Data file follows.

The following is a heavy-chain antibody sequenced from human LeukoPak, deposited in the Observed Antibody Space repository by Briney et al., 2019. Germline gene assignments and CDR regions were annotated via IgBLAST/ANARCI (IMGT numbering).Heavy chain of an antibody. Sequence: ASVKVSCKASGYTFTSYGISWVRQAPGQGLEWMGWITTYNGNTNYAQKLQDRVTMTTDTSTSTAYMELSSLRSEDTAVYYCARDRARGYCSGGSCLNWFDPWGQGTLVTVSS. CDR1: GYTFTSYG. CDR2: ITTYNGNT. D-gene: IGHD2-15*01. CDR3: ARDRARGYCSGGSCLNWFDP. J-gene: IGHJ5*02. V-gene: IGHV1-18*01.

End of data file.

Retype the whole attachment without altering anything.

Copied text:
The following is a heavy-chain antibody sequenced from human LeukoPak, deposited in the Observed Antibody Space repository by Briney et al., 2019. Germline gene assignments and CDR regions were annotated via IgBLAST/ANARCI (IMGT numbering).Heavy chain of an antibody. Sequence: ASVKVSCKASGYTFTSYGISWVRQAPGQGLEWMGWITTYNGNTNYAQKLQDRVTMTTDTSTSTAYMELSSLRSEDTAVYYCARDRARGYCSGGSCLNWFDPWGQGTLVTVSS. CDR1: GYTFTSYG. CDR2: ITTYNGNT. D-gene: IGHD2-15*01. CDR3: ARDRARGYCSGGSCLNWFDP. J-gene: IGHJ5*02. V-gene: IGHV1-18*01.